Automate your VMTN search

Recently I had the pleasure of doing a guest post, called Finding your way in the PowerCLI Community, on the PowerCLI blog. The subject of the post was how to find community threads, that might hold an answer to your question.

Now this wouldn’t be a PowerShell/PowerCLI blog, if I didn’t try to automate the procedure. And with a serious amount of RegEx involved, I was able to create some working code. Here it is, my Find-VMTNPowerCLI function.

Warning: pure PowerShell, no PowerCLI content !

The script


Line 63: The first thread in the PowerCLI Community dates from December 24th 2007. No reason to go further back in time 🙂

Line 77-149: An internal helper function. This is the real workhorse of the function, in here all the RegEx mgic takes place.

Line 80: The way Jive returns results for a community or a group is slightly different. Hence the Group switch, which will allow the function Get-VMTNSearch to act differently for the PowerShellers group.

Line 83-86: The ThreadData is returned in PST time (I suppose that is where the VMTN servers are located). These lines will calculate the time difference between the location where you run the script and PST time.

Line 88-93: The RegEx expressions that will be used in the function to extract the desired fields.

Line 96: The URL, which is passed from the calling function, contains the actual Search keywords. Here we download the results from the search and convert it to an XML list for further handling.

Line 97: The individual ‘items’ from the search result are retrieved and used to extract the data.

Line 103-108: The content of the reply post is interspersed with HTML code. The series of -Replace operators will convert and filter away the HTML tags.

Line 112: The function fetches the complete page for the thread. This required for extracting the properties that follow. The -Scope 1 parameter makes sure that the $page variable is available outside the calculated property code block.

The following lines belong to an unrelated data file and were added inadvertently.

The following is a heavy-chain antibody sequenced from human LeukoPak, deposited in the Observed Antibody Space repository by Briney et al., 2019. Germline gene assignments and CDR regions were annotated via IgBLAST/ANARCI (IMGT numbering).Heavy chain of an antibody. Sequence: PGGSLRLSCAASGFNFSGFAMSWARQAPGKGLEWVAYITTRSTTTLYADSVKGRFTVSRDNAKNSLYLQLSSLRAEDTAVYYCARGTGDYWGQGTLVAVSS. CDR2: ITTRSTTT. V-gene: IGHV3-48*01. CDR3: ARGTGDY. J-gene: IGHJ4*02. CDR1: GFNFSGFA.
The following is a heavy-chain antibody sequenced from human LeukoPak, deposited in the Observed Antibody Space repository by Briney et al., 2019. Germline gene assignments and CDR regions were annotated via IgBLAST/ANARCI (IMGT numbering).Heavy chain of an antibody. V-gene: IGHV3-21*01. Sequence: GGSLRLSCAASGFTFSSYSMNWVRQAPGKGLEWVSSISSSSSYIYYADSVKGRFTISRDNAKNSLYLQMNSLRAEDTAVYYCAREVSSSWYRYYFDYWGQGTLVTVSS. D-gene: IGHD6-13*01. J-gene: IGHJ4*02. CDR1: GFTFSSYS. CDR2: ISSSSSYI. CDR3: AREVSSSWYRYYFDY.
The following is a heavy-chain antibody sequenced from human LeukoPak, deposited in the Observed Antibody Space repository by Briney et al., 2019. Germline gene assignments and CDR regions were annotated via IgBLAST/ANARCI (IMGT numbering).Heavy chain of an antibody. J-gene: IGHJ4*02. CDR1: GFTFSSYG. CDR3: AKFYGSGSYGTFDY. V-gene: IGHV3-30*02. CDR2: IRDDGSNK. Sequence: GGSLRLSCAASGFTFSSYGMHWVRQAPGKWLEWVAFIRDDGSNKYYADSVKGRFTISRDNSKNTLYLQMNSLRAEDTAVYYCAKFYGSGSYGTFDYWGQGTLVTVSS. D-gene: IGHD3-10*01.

Line 113-119: The RegEx string contains the bookmark for the specific reply we are looking at. That is why the script updates the RegEx string with the bookmark. The Reply field has a different layout depending if it comes from a Community or a Group.

Line 124,131: Some user names might contain blanks or other special characters, to avoid displaying the Javascript encoding for these special characters, the property value is decoded.

Line 136: The thread date is returned in PST time (see above). This converts the datetime value to your local time.

Line 151-155: All the VMTN Communities have a specific ID. This ID needs to be used in the search URL.

Line 156: The PowerShellers group has a specific type, different from the Community type.

Line 158: The basic Search page URL

Line 159: The search URL needs to have all special characters converted.

Line 160-164: The other parameters passed on the search URL

Line 164: On the Search page, the results are returned in batches of 10, 15 or 30. In the function we want all the results in one go, hence the maximum [int] value.

Line 171-186: The Get-VMTNSearch internal function is called for each of the selected communities.

Line 188-195: All the selected conditions are stored in a [string]

Line 196: The string with the conditions is converted in a code block

Line 197: The generated code block is used in the Where-clause to filter the results according to the passed parameters.

Sample usage

The function is quite simple to use. The Question parameter accepts the exact same search strings as you can enter on the Search page. See the VMTN Search Tips for the details.

A simple example that will look for the keyword ‘move-vmthin‘ in the PowerCLI Community.

The resulting CSV file looks like this

Note that in the Text column you can find the complete content of the reply. This can make it quite easy to copy code to your favorite PowerShell editor.

The next example will look for the text ‘baseline groups remediate-inventory‘ only in the Update Manager PowerCLI Community.

The result

With the search functionality, you could for example look for replies that contain functions. Searching for the words ‘function param‘ we would find quite a number of replies that contain code.

The resulting CSV file contains 167 rows. Perhaps a bit too much. So let’s limit the replies to a specific time period. We only look for replies after September 1st 2011.

Much better, now we find 23 replies, with recent code.

A word of warning

I’m pretty sure there are some threads around that will break the function. With so many threads and replies in these very active PowerCLI related communities and groups, there are bound to be some that I didn’t encounter during my tests and that will break the function.

Should you encounter something like that, feel free to post the parameters in the comments for this post and I will try to fix the function.

Enjoy !

One Comment


    I really like the warning :p
    Great job btw, like always ^^

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